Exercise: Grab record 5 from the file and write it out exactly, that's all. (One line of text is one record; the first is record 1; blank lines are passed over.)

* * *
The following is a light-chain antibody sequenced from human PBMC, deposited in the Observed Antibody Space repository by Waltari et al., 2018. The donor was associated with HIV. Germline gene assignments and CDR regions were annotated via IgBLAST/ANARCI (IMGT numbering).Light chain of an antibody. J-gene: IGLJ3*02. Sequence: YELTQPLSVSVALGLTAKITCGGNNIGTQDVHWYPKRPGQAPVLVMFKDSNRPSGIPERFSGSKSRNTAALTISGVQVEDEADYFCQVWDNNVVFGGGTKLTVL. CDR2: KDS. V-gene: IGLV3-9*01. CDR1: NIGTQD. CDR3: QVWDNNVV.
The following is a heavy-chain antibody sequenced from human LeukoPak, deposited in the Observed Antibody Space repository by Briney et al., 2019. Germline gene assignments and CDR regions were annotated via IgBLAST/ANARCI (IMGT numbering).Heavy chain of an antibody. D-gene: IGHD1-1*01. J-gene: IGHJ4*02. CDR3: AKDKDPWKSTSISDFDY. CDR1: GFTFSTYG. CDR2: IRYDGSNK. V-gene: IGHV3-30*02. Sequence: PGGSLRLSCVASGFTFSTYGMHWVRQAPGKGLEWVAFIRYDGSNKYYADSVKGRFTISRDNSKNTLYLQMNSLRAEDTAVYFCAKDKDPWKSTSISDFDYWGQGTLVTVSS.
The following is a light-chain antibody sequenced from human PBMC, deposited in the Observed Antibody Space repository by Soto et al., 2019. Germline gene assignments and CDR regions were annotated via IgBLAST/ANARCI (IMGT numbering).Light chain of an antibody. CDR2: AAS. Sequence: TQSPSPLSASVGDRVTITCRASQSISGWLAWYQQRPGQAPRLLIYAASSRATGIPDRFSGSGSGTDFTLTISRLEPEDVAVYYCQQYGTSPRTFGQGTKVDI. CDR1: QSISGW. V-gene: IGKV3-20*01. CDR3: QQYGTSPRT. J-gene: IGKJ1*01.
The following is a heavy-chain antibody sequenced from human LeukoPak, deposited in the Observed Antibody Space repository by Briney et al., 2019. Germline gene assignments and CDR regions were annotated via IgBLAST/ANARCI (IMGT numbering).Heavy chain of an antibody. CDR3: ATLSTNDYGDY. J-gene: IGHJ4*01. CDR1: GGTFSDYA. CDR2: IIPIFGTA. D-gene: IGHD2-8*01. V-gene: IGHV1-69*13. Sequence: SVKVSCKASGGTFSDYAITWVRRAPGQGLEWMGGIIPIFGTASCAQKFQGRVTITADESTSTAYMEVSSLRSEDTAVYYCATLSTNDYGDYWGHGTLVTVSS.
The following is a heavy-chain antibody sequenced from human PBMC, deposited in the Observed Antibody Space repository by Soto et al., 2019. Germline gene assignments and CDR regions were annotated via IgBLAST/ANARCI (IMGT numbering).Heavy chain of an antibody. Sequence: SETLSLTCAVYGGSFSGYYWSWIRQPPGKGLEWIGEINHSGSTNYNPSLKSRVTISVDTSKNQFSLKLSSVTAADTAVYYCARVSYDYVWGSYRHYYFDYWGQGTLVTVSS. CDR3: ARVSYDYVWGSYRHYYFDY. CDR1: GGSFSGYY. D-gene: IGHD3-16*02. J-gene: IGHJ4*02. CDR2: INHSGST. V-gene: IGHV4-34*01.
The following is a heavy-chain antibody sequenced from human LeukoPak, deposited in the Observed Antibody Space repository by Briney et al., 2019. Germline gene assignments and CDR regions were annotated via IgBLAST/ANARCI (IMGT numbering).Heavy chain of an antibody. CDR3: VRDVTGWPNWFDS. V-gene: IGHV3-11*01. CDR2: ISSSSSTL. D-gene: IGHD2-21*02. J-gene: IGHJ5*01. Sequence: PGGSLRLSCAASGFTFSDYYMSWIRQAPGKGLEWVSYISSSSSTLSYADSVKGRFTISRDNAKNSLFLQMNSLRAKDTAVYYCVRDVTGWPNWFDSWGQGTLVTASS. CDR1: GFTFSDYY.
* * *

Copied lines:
The following is a heavy-chain antibody sequenced from human PBMC, deposited in the Observed Antibody Space repository by Soto et al., 2019. Germline gene assignments and CDR regions were annotated via IgBLAST/ANARCI (IMGT numbering).Heavy chain of an antibody. Sequence: SETLSLTCAVYGGSFSGYYWSWIRQPPGKGLEWIGEINHSGSTNYNPSLKSRVTISVDTSKNQFSLKLSSVTAADTAVYYCARVSYDYVWGSYRHYYFDYWGQGTLVTVSS. CDR3: ARVSYDYVWGSYRHYYFDY. CDR1: GGSFSGYY. D-gene: IGHD3-16*02. J-gene: IGHJ4*02. CDR2: INHSGST. V-gene: IGHV4-34*01.